Putting Word to paper…

I’ve had to give myself another good talking to this week in order to find the motivation to start work on the revisions. I’ve been doing some reading and note-taking, but the thought of starting to first draft the revisions was daunting. I was beginning to obsess about it, knowing I had to do it, knowing the celebrations would be short lived if I didn’t get the job done; but unable to actually introduce Word to paper. I had an email from Antony, my Director of Studies that put it all in perspective, pointing out that it is only four paragraphs to add to the thesis. He included details of a book about the controversies surrounding Freud’s ‘legacy’, which was available electronically from MMU library, so I accessed that midweek and read the relevant chapters. The job must have been going through my head while I slept, because I woke up a couple of times this week thinking about it, chewing over useful phrases, which I jotted down when I was near a notebook. Yesterday I made a start, and I’ve written two of the four paragraphs—which could actually cover three of the tasks, I think. So that’s at least half way through; I can do this. The motivation’s back, I’ll be at my desk again later today crafting the next two (one?). Hopefully I’ll have it to send to my DoS by midweek for feedback. Then, of course, I’ll need to edit the list of contents, because all the pages will have shunted along with the redrafts! I’ll be happy to see the final-final back of it, and submit it to the University. I don’t need hard copy of this redraft, apparently, just electronic submission; but I’ll get a bound copy for my own use, to adorn my bookshelves and to act as a strong deterrent if I’m ever tempted to do anything as rash as this again!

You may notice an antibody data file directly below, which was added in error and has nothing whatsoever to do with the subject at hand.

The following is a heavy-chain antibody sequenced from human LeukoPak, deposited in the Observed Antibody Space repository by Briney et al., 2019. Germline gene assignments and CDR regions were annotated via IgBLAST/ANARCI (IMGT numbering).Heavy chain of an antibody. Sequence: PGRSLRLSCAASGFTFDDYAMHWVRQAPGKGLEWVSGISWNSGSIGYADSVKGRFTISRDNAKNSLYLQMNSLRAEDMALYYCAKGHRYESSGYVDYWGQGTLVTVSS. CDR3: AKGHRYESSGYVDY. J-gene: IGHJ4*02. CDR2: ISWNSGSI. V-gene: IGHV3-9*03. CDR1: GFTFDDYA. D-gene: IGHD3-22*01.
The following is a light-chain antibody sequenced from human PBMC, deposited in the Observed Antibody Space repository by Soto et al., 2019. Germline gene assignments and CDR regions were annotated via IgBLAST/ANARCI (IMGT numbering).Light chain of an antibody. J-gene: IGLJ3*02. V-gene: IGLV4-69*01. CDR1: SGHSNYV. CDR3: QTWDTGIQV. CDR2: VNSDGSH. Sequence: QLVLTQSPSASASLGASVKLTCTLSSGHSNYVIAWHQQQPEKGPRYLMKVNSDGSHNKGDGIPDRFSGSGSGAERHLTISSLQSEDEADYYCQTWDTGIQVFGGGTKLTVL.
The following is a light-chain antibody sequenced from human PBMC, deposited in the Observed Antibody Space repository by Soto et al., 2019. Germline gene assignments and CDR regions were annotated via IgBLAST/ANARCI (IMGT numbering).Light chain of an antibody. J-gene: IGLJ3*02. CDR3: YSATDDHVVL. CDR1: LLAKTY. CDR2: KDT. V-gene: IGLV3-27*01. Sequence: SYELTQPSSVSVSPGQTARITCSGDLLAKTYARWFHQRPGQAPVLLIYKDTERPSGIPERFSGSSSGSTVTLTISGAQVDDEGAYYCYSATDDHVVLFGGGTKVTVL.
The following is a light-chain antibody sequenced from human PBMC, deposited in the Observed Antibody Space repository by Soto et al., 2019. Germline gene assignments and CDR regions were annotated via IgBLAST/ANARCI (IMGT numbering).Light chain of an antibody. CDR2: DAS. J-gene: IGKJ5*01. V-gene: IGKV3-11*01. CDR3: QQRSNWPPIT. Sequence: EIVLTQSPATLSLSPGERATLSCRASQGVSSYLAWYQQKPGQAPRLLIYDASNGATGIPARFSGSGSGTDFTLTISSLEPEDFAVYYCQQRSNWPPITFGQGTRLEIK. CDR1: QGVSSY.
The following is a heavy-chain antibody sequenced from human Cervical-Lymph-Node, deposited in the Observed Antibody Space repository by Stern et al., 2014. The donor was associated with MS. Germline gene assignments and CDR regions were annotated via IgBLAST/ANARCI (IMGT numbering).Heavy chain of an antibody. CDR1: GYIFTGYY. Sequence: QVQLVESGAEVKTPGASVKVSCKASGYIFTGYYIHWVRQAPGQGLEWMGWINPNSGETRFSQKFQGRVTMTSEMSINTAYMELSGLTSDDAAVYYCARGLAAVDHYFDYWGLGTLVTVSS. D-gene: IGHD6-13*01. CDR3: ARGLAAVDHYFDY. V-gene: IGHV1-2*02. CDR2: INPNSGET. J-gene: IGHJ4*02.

Poetry has had its place in the week. On Monday I heard back from Rebecca Bilkau, editor of Well, Dam!: the latest Beautiful Dragons project. She likes my ‘Pollarded Willows on Whittlesey Wash Road’ but confirmed that it’s two lines too long to fit the publishing spec of 38 lines max, including line breaks. I suspected that might be the case, so I ‘pollarded’ it by a couple of lines, made sure I liked it as it was, saved it as Mk4, and sent it back to her on Wednesday as promised. We’re planning a launch in Buxton in November, which takes longer to organise than you might think, involving so many poets. I’m easy for several of the dates mentioned, so I’ll look forward to that. There will be other launches around the country, some of which I might also get to; I’ll post details on here when I have them.

On Tuesday it was our Poetry Society Stanza in Stalybridge Buffet Bar. We met to read and discuss the Forward Prize nominees this month, prior to the awards in October. I bought a copy of The Forward Book of Poetry 2020, which has a selection of ‘best collections’ poems along with the shortlisted ‘best poems’ and the commended poems, so we had a lot to keep us going. Unfortunately we were on the red list again this month, there only being three members there; but I received three apologies as well, so we don’t need resuscitation just yet. The poetry was wonderful and discussion of the poems was interesting. We’d already read and discussed two of the collections in previous meetings, before they were shortlisted for Forward recognition: Fiona Benson’s wonderful Vertigo and Ghost and Raymond Antrobus’s The Perseverance. Other poems I enjoyed were Isabel Galleymore’s ‘The Starfish’—‘fizzy skinned, pentamerously legged’: fantastic language. It describes a starfish devouring a mussel; but it’s also, I feel, a metaphor for human relationships. It’s from her shortlisted ‘Best First Collection’, Significant Other.I also read a Rebecca Goss poem ‘Rachel’ for obvious reasons: ‘I spent the day being Rachel…’ it starts, and goes on to outline a day in which she adopts a persona: ‘I decided that as Rachel, I wasn’t interested in birds after all’. I thought, what a wonderful way to spend a day, being someone else; and what a good workshop activity, to write as someone else, adopting their mannerisms and ways of using language. I might give it a go. When the revisions are done.